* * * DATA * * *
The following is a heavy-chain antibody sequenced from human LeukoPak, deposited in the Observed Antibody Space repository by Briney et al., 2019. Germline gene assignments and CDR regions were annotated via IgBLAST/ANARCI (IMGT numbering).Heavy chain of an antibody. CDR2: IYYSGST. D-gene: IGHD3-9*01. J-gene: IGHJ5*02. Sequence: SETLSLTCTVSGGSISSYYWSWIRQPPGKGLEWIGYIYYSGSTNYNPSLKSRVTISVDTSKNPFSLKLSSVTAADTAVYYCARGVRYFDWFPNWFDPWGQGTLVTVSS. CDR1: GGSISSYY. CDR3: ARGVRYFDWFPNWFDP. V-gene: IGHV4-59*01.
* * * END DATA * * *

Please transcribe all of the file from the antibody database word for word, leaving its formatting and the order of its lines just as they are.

The following is a heavy-chain antibody sequenced from human LeukoPak, deposited in the Observed Antibody Space repository by Briney et al., 2019. Germline gene assignments and CDR regions were annotated via IgBLAST/ANARCI (IMGT numbering).Heavy chain of an antibody. CDR2: IYYSGST. D-gene: IGHD3-9*01. J-gene: IGHJ5*02. Sequence: SETLSLTCTVSGGSISSYYWSWIRQPPGKGLEWIGYIYYSGSTNYNPSLKSRVTISVDTSKNPFSLKLSSVTAADTAVYYCARGVRYFDWFPNWFDPWGQGTLVTVSS. CDR1: GGSISSYY. CDR3: ARGVRYFDWFPNWFDP. V-gene: IGHV4-59*01.